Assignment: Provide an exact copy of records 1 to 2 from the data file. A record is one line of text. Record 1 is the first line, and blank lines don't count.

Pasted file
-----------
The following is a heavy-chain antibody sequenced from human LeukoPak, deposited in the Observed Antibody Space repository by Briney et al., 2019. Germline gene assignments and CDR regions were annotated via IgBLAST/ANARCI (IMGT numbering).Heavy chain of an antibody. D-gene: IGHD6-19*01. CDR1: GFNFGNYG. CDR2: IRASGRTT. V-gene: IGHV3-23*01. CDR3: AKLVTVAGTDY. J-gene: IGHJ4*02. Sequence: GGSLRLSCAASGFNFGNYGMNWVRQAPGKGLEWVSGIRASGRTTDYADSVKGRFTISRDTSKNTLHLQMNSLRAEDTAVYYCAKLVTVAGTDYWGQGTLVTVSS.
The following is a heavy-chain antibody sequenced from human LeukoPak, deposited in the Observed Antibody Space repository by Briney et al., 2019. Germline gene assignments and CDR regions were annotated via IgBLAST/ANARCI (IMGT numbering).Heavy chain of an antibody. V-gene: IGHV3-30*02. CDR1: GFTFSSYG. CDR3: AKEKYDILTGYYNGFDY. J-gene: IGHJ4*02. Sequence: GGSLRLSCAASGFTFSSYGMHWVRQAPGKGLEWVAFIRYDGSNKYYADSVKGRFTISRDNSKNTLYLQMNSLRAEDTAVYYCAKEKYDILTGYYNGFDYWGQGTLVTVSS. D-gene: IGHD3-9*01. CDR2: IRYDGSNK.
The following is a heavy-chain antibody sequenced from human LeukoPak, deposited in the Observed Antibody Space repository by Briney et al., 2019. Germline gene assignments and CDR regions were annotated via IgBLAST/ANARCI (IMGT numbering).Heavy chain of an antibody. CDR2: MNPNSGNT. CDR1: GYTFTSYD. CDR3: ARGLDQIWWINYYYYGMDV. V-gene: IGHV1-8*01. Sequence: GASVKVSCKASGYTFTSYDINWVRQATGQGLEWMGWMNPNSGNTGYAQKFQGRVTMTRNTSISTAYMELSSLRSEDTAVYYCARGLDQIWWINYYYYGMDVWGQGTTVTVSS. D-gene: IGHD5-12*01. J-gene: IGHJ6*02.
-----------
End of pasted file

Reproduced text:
The following is a heavy-chain antibody sequenced from human LeukoPak, deposited in the Observed Antibody Space repository by Briney et al., 2019. Germline gene assignments and CDR regions were annotated via IgBLAST/ANARCI (IMGT numbering).Heavy chain of an antibody. D-gene: IGHD6-19*01. CDR1: GFNFGNYG. CDR2: IRASGRTT. V-gene: IGHV3-23*01. CDR3: AKLVTVAGTDY. J-gene: IGHJ4*02. Sequence: GGSLRLSCAASGFNFGNYGMNWVRQAPGKGLEWVSGIRASGRTTDYADSVKGRFTISRDTSKNTLHLQMNSLRAEDTAVYYCAKLVTVAGTDYWGQGTLVTVSS.
The following is a heavy-chain antibody sequenced from human LeukoPak, deposited in the Observed Antibody Space repository by Briney et al., 2019. Germline gene assignments and CDR regions were annotated via IgBLAST/ANARCI (IMGT numbering).Heavy chain of an antibody. V-gene: IGHV3-30*02. CDR1: GFTFSSYG. CDR3: AKEKYDILTGYYNGFDY. J-gene: IGHJ4*02. Sequence: GGSLRLSCAASGFTFSSYGMHWVRQAPGKGLEWVAFIRYDGSNKYYADSVKGRFTISRDNSKNTLYLQMNSLRAEDTAVYYCAKEKYDILTGYYNGFDYWGQGTLVTVSS. D-gene: IGHD3-9*01. CDR2: IRYDGSNK.